In the Literature
Parsley AL, Schnelle AN, Gruber EJ, Sander WE, Barger AM. Total protein concentration as a predictor of neoplastic peritoneal and pleural effusions of dogs. Vet Clin Pathol. 2022;51(3):391-397. doi:10.1111/vcp.13122
The Research …
Distinguishing neoplastic from nonneoplastic effusion in the pleural or peritoneal cavity can be a diagnostic challenge, particularly in samples with low cellularity. Biochemical parameters (eg, pH, lactate, glucose, vascular endothelial growth factor, telomerase) have been evaluated as markers of neoplastic effusion1-5; one study demonstrated higher lactate and lower glucose levels in neoplastic effusions compared with nonneoplastic effusions.2
Based on anecdotal observations that neoplastic effusions have higher total protein (TP) concentrations than nonneoplastic effusions, this study evaluated whether TP could be used to support diagnosis of neoplasia in effusion samples with lower cellularity (≤5,000 nucleated cells/µL). Medical records of dogs presented to a veterinary teaching hospital for nonhemorrhagic pleural or peritoneal effusion with ≤5,000 nucleated cells/µL were retrospectively reviewed. Cases were categorized as neoplastic or nonneoplastic, and the nonneoplastic group comprised 5 subcategories based on pathophysiologic cause of effusion (ie, decreased oncotic pressure, increased hydrostatic pressure, increased vascular permeability, leakage of urine, leakage of lymph). Fluid analysis, including TP, total nucleated cell count, erythrocyte concentration, specific gravity, and cytologic analysis, was performed on each sample. Serum albumin level and peripheral blood albumin:fluid TP ratio were also recorded.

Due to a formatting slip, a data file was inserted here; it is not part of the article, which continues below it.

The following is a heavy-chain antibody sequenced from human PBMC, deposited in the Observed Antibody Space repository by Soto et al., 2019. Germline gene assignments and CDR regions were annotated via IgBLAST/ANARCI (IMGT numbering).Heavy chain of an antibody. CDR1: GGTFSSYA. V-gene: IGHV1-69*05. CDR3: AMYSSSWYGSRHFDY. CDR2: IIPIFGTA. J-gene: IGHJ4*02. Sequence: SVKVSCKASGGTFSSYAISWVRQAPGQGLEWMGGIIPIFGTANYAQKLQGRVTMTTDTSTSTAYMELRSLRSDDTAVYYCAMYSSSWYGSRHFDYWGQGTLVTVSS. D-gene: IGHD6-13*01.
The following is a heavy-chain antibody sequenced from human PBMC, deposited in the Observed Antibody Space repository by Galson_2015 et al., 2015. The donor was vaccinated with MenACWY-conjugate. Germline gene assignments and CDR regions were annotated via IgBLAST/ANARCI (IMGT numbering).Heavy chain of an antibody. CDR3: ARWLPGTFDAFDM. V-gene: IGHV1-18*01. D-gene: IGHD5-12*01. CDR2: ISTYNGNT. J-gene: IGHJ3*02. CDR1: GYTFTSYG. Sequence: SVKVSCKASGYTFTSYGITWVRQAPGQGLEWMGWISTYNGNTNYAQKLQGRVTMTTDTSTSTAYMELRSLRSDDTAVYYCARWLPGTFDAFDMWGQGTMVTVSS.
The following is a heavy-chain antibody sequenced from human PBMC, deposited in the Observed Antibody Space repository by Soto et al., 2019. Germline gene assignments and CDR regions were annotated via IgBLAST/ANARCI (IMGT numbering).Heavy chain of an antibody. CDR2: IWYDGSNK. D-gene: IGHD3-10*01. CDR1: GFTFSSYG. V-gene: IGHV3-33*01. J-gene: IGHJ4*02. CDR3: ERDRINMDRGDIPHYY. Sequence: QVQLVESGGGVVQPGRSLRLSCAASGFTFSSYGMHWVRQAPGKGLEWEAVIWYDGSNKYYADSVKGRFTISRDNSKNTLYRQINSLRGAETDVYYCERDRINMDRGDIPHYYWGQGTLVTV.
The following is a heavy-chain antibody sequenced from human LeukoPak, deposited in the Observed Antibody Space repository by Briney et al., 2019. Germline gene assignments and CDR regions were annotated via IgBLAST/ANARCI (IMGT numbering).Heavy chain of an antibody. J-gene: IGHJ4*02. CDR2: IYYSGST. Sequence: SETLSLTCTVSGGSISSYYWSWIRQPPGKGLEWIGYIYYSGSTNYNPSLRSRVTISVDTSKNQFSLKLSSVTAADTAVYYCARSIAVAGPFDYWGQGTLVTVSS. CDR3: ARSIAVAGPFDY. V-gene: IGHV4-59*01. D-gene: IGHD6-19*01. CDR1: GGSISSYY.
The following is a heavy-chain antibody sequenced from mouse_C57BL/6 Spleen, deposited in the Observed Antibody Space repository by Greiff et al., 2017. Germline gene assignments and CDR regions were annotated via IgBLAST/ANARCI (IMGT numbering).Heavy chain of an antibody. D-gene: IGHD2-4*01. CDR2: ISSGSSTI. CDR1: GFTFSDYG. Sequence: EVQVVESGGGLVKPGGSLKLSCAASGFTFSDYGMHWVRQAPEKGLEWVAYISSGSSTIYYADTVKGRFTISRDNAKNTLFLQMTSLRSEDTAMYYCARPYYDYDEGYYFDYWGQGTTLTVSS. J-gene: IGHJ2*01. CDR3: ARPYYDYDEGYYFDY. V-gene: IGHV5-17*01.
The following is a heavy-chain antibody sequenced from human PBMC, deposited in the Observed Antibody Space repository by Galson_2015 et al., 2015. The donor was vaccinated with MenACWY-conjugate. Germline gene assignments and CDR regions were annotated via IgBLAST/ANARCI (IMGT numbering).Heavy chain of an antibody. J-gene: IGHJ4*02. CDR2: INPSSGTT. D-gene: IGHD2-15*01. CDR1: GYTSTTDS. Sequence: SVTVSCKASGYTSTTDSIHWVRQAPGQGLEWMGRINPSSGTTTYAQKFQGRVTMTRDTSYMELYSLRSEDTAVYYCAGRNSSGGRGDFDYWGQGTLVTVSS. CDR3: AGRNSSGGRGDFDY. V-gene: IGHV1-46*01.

Ninety-two cases met inclusion criteria; 27 had effusions that were neoplastic in origin. Pleural and peritoneal effusions in the neoplastic group had significantly higher TP levels compared with the nonneoplastic group; however, statistical significance was lost when the decreased oncotic pressure subcategory (n = 23) was excluded from the nonneoplastic group. The neoplastic group also had a significantly lower peripheral blood albumin:fluid TP ratio than the nonneoplastic group. Effusions with a ratio ≤0.6 were 5.6 times more likely to be neoplastic; however, most of those cases had infiltrative primary or metastatic liver neoplasia, which may have influenced findings.
The authors concluded that evaluating fluid TP alone is unlikely to aid in distinction between neoplastic and nonneoplastic effusion in dogs because the difference in TP concentration between the study groups was primarily due to hypoalbuminemia.
… The Takeaways
Key pearls to put into practice:
Identifying the cause of effusion with low cellularity can be challenging. Additional point-of-care diagnostics and reliable parameters are needed.
TP values of effusions are unlikely to help distinguish between neoplastic and nonneoplastic causes, especially when used alone.
Using a combination of clinical findings, diagnostic parameters, and molecular diagnostics (eg, PCR for antigen receptor rearrangements, flow cytometry) when appropriate may increase confidence when identifying neoplastic effusions.